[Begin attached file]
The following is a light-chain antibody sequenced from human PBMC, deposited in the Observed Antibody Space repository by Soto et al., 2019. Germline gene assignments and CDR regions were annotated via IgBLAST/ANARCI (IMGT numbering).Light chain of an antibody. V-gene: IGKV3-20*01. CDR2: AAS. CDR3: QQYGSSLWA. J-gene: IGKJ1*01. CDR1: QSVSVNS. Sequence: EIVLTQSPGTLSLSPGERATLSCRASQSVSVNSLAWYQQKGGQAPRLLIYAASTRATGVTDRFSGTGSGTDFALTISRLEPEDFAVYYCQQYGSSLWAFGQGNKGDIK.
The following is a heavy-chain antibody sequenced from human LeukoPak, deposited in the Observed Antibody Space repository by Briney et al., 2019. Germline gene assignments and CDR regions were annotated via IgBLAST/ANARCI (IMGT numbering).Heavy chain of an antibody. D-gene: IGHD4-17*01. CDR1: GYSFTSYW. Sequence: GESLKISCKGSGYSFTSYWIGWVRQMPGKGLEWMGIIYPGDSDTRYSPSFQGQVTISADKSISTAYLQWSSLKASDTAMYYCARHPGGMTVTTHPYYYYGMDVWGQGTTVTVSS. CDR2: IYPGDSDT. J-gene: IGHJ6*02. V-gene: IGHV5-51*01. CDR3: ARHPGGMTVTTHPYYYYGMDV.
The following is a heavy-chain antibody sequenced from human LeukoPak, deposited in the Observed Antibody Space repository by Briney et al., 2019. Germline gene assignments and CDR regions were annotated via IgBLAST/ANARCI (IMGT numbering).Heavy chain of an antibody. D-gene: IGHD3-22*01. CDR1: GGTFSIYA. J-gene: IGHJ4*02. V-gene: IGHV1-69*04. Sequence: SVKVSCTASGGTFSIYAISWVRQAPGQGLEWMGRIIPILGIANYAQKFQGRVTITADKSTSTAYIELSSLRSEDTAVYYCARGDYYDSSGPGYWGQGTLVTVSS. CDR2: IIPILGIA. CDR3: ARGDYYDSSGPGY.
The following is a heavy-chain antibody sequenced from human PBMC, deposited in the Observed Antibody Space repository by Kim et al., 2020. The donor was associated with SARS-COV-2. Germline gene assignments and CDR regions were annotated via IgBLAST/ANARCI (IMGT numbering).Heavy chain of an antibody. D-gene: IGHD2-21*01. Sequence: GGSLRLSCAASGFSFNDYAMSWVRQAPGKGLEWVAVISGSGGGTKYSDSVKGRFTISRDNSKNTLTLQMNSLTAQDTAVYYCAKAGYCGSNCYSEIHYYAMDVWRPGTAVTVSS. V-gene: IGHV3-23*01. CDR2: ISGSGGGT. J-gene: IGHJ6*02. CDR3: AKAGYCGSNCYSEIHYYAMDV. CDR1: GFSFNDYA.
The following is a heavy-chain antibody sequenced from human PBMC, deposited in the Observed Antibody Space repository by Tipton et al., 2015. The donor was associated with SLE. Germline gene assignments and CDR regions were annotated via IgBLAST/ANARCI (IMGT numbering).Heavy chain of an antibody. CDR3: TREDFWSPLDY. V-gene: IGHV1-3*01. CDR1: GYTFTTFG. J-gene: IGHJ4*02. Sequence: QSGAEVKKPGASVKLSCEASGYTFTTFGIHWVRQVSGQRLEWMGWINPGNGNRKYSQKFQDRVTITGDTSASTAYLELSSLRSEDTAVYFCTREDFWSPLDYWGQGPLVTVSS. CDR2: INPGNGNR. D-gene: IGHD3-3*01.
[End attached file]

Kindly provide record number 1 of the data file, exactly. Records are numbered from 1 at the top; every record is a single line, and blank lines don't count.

The following is a light-chain antibody sequenced from human PBMC, deposited in the Observed Antibody Space repository by Soto et al., 2019. Germline gene assignments and CDR regions were annotated via IgBLAST/ANARCI (IMGT numbering).Light chain of an antibody. V-gene: IGKV3-20*01. CDR2: AAS. CDR3: QQYGSSLWA. J-gene: IGKJ1*01. CDR1: QSVSVNS. Sequence: EIVLTQSPGTLSLSPGERATLSCRASQSVSVNSLAWYQQKGGQAPRLLIYAASTRATGVTDRFSGTGSGTDFALTISRLEPEDFAVYYCQQYGSSLWAFGQGNKGDIK.